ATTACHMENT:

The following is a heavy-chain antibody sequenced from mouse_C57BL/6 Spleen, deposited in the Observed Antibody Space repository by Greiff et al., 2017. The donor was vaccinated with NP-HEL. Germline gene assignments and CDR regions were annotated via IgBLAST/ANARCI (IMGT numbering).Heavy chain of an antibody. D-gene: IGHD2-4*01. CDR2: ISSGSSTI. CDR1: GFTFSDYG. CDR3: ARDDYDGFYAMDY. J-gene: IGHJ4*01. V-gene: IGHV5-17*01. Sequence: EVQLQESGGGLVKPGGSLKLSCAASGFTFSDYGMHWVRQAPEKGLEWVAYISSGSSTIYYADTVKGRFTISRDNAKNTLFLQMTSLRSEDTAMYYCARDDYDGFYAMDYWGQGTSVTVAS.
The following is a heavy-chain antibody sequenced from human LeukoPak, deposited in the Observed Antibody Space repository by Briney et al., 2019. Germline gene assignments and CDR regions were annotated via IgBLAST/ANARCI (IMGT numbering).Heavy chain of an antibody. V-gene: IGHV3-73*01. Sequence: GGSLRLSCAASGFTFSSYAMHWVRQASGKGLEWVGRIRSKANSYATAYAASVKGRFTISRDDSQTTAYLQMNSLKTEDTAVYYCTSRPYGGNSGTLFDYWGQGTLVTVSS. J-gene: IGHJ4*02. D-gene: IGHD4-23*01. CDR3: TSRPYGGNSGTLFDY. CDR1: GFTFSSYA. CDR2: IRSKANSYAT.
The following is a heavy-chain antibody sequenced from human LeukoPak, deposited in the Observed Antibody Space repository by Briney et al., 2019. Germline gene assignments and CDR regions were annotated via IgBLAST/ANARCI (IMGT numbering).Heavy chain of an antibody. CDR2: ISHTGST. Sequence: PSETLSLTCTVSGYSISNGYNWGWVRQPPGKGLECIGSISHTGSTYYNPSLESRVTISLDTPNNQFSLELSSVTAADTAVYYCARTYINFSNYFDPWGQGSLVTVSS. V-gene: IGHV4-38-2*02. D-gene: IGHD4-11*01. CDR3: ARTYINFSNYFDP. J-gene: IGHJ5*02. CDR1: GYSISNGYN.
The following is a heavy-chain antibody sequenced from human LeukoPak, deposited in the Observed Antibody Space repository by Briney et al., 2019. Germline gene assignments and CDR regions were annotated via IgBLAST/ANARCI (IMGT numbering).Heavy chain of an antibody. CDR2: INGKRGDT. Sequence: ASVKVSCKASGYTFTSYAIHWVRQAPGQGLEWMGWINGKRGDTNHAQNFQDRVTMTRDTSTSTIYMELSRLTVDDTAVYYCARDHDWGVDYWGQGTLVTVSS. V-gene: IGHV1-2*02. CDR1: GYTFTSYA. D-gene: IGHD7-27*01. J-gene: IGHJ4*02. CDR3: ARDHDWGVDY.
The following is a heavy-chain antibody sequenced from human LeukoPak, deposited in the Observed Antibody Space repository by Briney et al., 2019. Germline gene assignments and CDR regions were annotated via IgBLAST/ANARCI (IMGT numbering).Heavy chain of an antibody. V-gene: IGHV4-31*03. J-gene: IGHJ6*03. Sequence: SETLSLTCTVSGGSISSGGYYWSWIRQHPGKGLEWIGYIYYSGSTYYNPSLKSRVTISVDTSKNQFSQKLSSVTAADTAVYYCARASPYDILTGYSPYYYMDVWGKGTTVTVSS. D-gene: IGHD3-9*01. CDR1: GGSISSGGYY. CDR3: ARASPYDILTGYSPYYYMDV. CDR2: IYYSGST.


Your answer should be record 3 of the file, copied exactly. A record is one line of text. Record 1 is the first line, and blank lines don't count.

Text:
The following is a heavy-chain antibody sequenced from human LeukoPak, deposited in the Observed Antibody Space repository by Briney et al., 2019. Germline gene assignments and CDR regions were annotated via IgBLAST/ANARCI (IMGT numbering).Heavy chain of an antibody. CDR2: ISHTGST. Sequence: PSETLSLTCTVSGYSISNGYNWGWVRQPPGKGLECIGSISHTGSTYYNPSLESRVTISLDTPNNQFSLELSSVTAADTAVYYCARTYINFSNYFDPWGQGSLVTVSS. V-gene: IGHV4-38-2*02. D-gene: IGHD4-11*01. CDR3: ARTYINFSNYFDP. J-gene: IGHJ5*02. CDR1: GYSISNGYN.